Cooking ahead quickens start of Yom Kippur feast

September 22, 1993|By Tina Wasserman | Tina Wasserman,Dallas Morning News Universal Press Syndicate

If you thought serving a Thanksgiving dinner was difficult, imagine going without food or water for 24 hours -- then having to feed a whole crowd of people who are just as hungry.

That's the plight of the Yom Kippur host, who must go home from the synagogue and serve a groaning board of food.

Planning a menu that can be on the table in 20 minutes is the trick. The secret is to mix store-bought foods with some made ahead.

Yom Kippur (Saturday) is the last and holiest day of the Jewish High Holy Days that began with Rosh Hashana. It is the culmination of a period devoted to prayer and atonement for one's sins.

Tradition requires that the menu include certain elements:

* Apples and honey represent a fruitful and sweet new year.

* Round Challah, or egg bread, represents a year of never-ending joy.

* Salted or smoked fish, to invite thirst to replenish fluids lost while fasting.

How these foods are incorporated into your menu is up to you.

The apples for apples and honey should be sliced just before guests arrive. This eliminates the need to treat the apples with lemon juice to prevent browning. Juicy McIntosh apples pair well with native wildflower honey.

Make-ahead elements of the suggested menu include a fruit kugel and honey cakes.

To make Caesar salad, wash and tear romaine lettuce in advance; wrap it in paper towels and store in the refrigerator drawer. To assemble the salad, toss the lettuce with fresh Parmesan cheese, croutons and your favorite dressing.

Grocery stores and restaurants also can help with time-consuming elements of the menu.

Think about buying a fruit or vegetable platter from your local supermarket or deli. Ask if they blanch the vegetables. Cooking vegetables in boiling salted water for a minute or two keeps them "raw" but intensifies their color and sweetens their taste. Some larger supermarkets will poach your salmon, too.

Many delis will slice bagels for a small charge, saving you a lot of time.

When you plan your menu, make a note by each item indicating whether it will be made in advance, at the last minute or bought ready-made. That way you can start preparing for your meal, not be stressed all week -- and concentrate on more important things when you're in synagogue.

Breakfast menu

This large assortment could easily serve 12 to 50 people. Adjust the amount of purchased food to fit your needs. For smaller groups, serve fewer dishes.

Challah

Apples and honey for dipping

Poached salmon

Egg salad

Bagels with cream cheese spreads, lox, tomato and onion slices

Deluxe fruit kugel

Caesar salad

Pickled herring in cream sauce

Teiglach

Miniature honey cakes

Fruit platter

Orange juice

Coffee

Wine

Deluxe fruit kugel

Makes 18 servings

1/2 pound medium-wide noodles

1 pound cream cheese

1/2 pound plus 2 tablespoons butter (divided use)

1 pint sour cream

1 teaspoon vanilla

1 1/3 cups sugar (divided use)

8 eggs

1 (11-ounce) can mandarin oranges, drained

1 (8-ounce) can crushed pineapple, drained

4 ounces walnuts

1 teaspoon cinnamon

Cook noodles according to package directions. Drain and place in a 4-quart bowl.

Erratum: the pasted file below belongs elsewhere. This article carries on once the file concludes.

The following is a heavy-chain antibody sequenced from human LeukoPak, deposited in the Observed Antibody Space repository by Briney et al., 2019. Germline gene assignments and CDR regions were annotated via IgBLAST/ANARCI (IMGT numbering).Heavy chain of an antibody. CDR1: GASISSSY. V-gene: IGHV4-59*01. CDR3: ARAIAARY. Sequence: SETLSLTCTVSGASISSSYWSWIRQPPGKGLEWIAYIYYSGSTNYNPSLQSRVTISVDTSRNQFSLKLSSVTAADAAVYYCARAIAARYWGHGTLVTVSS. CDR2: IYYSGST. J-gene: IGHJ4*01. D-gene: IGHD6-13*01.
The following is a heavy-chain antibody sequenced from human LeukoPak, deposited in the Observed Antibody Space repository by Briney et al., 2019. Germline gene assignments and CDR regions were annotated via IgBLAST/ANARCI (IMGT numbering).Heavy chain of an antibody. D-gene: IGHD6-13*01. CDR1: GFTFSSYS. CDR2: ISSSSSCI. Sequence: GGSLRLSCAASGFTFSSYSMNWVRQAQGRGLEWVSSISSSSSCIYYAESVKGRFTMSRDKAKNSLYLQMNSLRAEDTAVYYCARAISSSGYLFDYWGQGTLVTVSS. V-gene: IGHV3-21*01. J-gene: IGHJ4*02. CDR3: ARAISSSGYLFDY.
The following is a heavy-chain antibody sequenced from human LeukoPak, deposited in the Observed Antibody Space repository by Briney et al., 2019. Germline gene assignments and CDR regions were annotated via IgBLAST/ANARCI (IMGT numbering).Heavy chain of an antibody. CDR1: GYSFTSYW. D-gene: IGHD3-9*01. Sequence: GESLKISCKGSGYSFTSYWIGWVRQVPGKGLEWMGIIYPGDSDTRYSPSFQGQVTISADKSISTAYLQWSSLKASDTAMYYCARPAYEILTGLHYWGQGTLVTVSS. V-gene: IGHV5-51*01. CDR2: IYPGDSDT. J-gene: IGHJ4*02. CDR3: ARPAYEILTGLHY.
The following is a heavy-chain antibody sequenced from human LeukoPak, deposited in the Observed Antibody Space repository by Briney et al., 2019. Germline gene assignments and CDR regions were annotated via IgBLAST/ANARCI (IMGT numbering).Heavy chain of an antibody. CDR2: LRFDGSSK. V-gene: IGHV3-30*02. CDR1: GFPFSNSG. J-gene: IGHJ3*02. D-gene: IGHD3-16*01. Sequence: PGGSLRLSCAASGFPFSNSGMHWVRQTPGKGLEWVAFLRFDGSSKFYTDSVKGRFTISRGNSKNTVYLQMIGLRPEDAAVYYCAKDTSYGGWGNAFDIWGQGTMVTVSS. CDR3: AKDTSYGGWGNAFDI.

Add the cream cheese, 1/2 pound butter and half the sour cream to the food processor work bowl; blend until smooth. Scrape down sides of work bowl. Add the remaining sour cream, vanilla, 1 cup sugar and eggs; process until combined. Gently combine with the noodles.

Stir the fruits in by hand and then pour mixture into a buttered 9-by-13-inch glass baking dish. The mixture will almost overflow. Cover with plastic wrap and refrigerate overnight.

When ready to bake, place in a 350-degree oven for 50 minutes.

Combine the walnuts with 1/3 cup sugar and cinnamon; sprinkle mixture on top of the kugel. Dot with 2 tablespoons butter and bake for 20 minutes more. Serve warm or at room temperature.

Note: The kugel can be made totally in advance, but it won't be as light.

"Homemade" pickled herring in cream sauce

Makes 8 servings

1 (12-ounce) jar pickled herring bits in wine sauce, drained (save some liquid if needed)

1 medium Bermuda or Spanish onion

1 cup fresh sour cream

Place herring directly into non-reactive bowl that you will use for serving.

Thinly slice the onion into rings and add to the herring along with enough sour cream to be thick but still slightly runny. Refrigerate for a day or longer and add additional sour cream or reserved juice if needed.

Lekach

Makes 25 servings

2 cups wildflower or dark honey

1 cup strong coffee or 2 teaspoons instant coffee and 1 cup water

2 tablespoons brandy

4 eggs

2 tablespoons oil

3/4 cup sugar

3 1/2 cups flour

generous pinch of salt

1 teaspoon baking soda

2 teaspoons baking powder

1 teaspoon allspice

1 1/4 teaspoons cinnamon

1/2 teaspoon ground ginger

2/3 cup raisins (optional)

whole blanched almonds for garnish (optional)

Heat oven to 325 degrees. Grease loaf pan, bundt pan or 3 disposable aluminum loaf pans and line the bottoms of the loaf pans with parchment paper that has also been greased. If using mini-muffin pans, use paper liners. For special molds, grease and dust with whole-wheat flour.

Baltimore Sun Articles
|
|
|
Please note the green-lined linked article text has been applied commercially without any involvement from our newsroom editors, reporters or any other editorial staff.